Breakfast over, bags packed, at 8.30am we board our bus and leave the Wrest Hotel and pass early inner city sandstone buildings close to the Hobart's waterfront, among them Australia's oldest hotel (1807) and the Tasman Bridge curving over the Derwent.


The city behind us we head west passing fields of white opium poppy and hops and our windows offer glimpses of  rural Tasmanian life.

  Santa waves us Goodbye!   




At the 16,265 hectare (40,191 acres) Mount Field National Park we visited the most photographed waterfall in Tasmania - the Russell Falls. We parked by the visitor centre photographing timid wallabys breakfasting close-by, and followed the track through a mixed forest comprising towering swamp gums, dogwood, musk and myrtle.


The falls cascade down in  three tiers framed by lush vegetation, and was said to have attracted visitors for well over a hundred years.  I photographed signs recording the story of the area - they said: 
"Can you make out the horizontal layers in the rock behind the Russell Falls? The layers were composed of silt, sand and clay particles whixh haardened into rock 250 million years ago - around the time when dinosors were wandering the continent. What do the falls look like today - a raging torrent, a delicate trickle or something in between? Whatever the flow, the water cascading over the Russell Falls is constantly eroding the rock backdrop. The products of this erosion - boulders, pebbles and sand, will in time form new rock - it is all part of the never ending cycle.
One thousand generations. Since the beginning of time this area was part of the homelands of the Panganingee people. For more than 30 thousand years the land provided ll of their spiritual and physical needs. The invasion of Europeans resullted in the destruction of these people and their enviroment. There are no living descendants of the Panganingee however the Tasmanian Aboriginal people of today remain custodians of the land on their behalf.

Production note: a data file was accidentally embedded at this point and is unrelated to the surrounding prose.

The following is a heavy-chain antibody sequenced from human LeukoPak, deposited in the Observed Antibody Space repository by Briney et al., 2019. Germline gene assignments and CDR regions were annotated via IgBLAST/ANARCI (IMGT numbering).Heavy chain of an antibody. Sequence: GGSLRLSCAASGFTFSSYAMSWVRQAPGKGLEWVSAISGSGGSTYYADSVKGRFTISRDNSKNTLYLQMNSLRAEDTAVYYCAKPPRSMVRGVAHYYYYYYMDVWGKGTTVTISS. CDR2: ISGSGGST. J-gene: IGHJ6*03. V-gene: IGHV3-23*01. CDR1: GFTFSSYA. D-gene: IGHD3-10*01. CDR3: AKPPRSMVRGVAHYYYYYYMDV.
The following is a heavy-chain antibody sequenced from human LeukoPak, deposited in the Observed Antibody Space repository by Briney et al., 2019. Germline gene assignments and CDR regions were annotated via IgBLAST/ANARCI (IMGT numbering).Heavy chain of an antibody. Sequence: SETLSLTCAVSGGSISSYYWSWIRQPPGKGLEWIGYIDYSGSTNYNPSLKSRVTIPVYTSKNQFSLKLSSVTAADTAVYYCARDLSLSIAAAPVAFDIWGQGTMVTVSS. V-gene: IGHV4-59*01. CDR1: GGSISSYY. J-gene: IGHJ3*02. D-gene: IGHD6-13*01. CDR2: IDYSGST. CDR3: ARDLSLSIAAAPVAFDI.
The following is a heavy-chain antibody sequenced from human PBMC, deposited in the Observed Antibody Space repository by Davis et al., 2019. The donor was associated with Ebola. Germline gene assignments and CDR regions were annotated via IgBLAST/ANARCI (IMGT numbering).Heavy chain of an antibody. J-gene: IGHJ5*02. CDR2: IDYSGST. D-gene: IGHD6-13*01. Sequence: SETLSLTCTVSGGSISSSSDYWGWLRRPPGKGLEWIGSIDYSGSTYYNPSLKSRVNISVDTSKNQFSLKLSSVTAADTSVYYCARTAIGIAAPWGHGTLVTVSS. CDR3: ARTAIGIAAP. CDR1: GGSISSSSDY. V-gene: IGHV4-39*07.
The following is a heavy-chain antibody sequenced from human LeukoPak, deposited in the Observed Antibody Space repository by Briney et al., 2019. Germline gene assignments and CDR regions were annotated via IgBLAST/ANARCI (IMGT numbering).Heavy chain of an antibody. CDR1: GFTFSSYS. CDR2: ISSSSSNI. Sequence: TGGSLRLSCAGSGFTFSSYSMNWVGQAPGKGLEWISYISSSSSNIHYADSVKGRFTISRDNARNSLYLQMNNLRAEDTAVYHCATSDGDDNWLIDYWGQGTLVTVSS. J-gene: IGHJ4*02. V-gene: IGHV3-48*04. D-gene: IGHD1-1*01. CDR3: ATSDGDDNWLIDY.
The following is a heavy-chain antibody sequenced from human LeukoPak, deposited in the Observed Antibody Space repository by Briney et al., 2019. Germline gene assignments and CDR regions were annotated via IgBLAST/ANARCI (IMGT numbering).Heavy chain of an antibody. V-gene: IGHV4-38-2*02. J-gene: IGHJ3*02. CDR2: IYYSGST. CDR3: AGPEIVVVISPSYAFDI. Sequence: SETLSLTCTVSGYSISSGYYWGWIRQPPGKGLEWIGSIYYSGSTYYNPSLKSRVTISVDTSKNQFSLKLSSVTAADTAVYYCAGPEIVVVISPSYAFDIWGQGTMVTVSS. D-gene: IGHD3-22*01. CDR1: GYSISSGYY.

In 1885 Tasmania's first reserve was created around Russell Falls and rail excursions from Hobart to the Falls became popular. The reserve was extended with the formation of the Mount Field National Park in 1976 which along with Freycinet, is the States oldest National Park".
Our next stop was Lake St Clair, carved out by ice during several glaciations over the last two million years, it is the deepest lake in Australia and the headwaters of the Derwent River and part of the Tasmanian Wilderness World Heritage Area. The Aboriginal people called the lake Leeawuleena meaning "sleeping water" and the vegetation patterns show signs of thousands of years of their burning practices. Situated at the southern end of the Cradle Mountain - Lake St Clair National Park, about 2 1/2 hours west of Hobart.

The Lyell Highway to Queenstown now becomes a winding and narrow 1 1/2 hour drive, the road bordered by rain forest and said to occasionally be closed by snow in winter. We wind our way down hills, bare of vegetation - the result of years of mining fumes - a vision likened to a lunar landscape. Our hotel for the next two nights is the Chancellor Inn.

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